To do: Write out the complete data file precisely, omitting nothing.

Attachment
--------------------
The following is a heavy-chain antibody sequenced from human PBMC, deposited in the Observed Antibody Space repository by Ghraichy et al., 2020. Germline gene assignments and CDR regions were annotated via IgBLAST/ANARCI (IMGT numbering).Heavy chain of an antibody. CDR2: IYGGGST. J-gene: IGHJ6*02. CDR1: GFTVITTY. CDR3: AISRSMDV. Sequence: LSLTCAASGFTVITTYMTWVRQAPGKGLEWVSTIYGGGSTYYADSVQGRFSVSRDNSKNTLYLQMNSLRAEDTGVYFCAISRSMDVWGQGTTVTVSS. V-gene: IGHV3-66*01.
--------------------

The following is a heavy-chain antibody sequenced from human PBMC, deposited in the Observed Antibody Space repository by Ghraichy et al., 2020. Germline gene assignments and CDR regions were annotated via IgBLAST/ANARCI (IMGT numbering).Heavy chain of an antibody. CDR2: IYGGGST. J-gene: IGHJ6*02. CDR1: GFTVITTY. CDR3: AISRSMDV. Sequence: LSLTCAASGFTVITTYMTWVRQAPGKGLEWVSTIYGGGSTYYADSVQGRFSVSRDNSKNTLYLQMNSLRAEDTGVYFCAISRSMDVWGQGTTVTVSS. V-gene: IGHV3-66*01.